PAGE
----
The U.S. is likely to have to ensure that it only monitors data when necessary and proportionate.
A deal between the EU and the U.S. around commercial data-sharing is in its final stages.
A data-sharing deal had been in place from 2000 but re-negotiations were put forward after revelations about mass surveillance practices were exposed.
The EU called for a review in 2013 after leaks from Edward Snowden exposed the spying activities on some heads of stage such as German Chancellor Angela Merkel.
The current negotiations, which began in January 2014, have been seeking to reform the "Safe Harbour" agreement that allows companies to transfer data easily between the two areas.
It is expected that the new deal will force strict guarantees from the U.S. regarding the collection of EU citizens’ data.
Data collection is likely to be restricted for national security purposes only and be limited to what is necessary and proportionate, however, given the scale of monitoring and collection that has been going on, it is questionable whether this will actually change practices.
If a deal were not to be reached then the Safe Harbour legal protection could be scrapped, which would impact around 4,000 companies across Europe and the U.S.
Ian McEwan, VP, GM, EMEA, Egnyte, said: "A commercial data sharing deal between the EU and US, intended to reform the current transatlantic agreements ensuring adequate levels of data protection, will have major implications for countries not adhering to incoming regulation.
"In particular, US companies will face stricter regulations over the way they share their data with third parties. Maintaining compliance with the new standards, ensuring that privacy and data protection are upheld, will become a priority for IT departments across both regions."
"Businesses will need to employ IT systems that are complicit with the latest standards, giving them complete control over where their data resides and how it is shared with other businesses.
"A best in class privacy and compliance IT infrastructure will give administrators a centralised view of how their data is being held and shared with other businesses, enabling them to meet with regulations. If businesses don’t take action to comply, they could face serious fines and lose credibility."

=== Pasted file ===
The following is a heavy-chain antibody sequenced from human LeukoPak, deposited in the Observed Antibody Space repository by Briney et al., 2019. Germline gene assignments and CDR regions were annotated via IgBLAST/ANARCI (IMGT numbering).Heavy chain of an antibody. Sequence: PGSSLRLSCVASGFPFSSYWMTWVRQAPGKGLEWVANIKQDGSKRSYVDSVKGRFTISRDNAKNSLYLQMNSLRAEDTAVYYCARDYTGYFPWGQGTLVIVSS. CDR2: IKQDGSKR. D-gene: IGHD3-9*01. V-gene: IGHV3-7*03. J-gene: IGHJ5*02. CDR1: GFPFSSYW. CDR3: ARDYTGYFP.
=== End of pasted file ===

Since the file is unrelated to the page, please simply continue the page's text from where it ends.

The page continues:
Conflicts over data protection rules have affected the negotiations, as the EU seeks assurances that companies won’t circumvent its rules by passing on data to third parties that are not certified under the data-sharing deal.
Under the new deal, both sides will be able to monitor the functioning of Safe Harbour, including how limitations on U.S. authorities’ access to data are being applied.
These discussions cannot be seen as an isolated agreement as they are likely to be heavily impacted by upcoming EU data protection laws.
Ann LaFrance, Global Head of cybersecurity, data protection & EMEA coordinating partner for communications, Squire Patton Boggs told CBR that she expects the EU Data Protection regulations to probably be adopted by the end of the year, which will be a big hit for companies that break the rules.
"There’s going to be an accountability principal around sensitive data, did you take appropriate measures. We’ll also see what’s being called a ‘Snowden provision’; if data moves abroad you may not disclose it to a security organisation without the consent of the regulator from where the data came from."
These safeguards combined with the Safe Harbour agreement are likely to appease EU concerns around data protection, but also make cross border territorial conflicts regarding data ownership a heated legal area.
One thing that LaFrance expects is that: "U.S. companies signing up will have to be much more aware and take measures to deal with privacy issues."
Previously the Safe Harbour rules had raised concerns that if consumer data was misused there wasn’t a meaningful form of redress that people could take. LaFrance expects this to be one of the key areas of change in the new Safe Harbour agreements.
Despite actions taken by President Obama to address surveillance programs and future plans to extend protections for U.S. citizens to foreigners, tensions are likely to still be high.
Recent WikiLeaks documents revealed the NSA had directly targeted the communications of French Presidents in what will have been another damaging exposure to hurt U.S. – EU relations.
Documents leaked by Snowden and WikiLeaks have helped to bring data security and privacy issues into the limelight, however, as Duncan Campbell reveals in an interview with CBR, this kind of surveillance has been going on for decades. The full interview can be found here.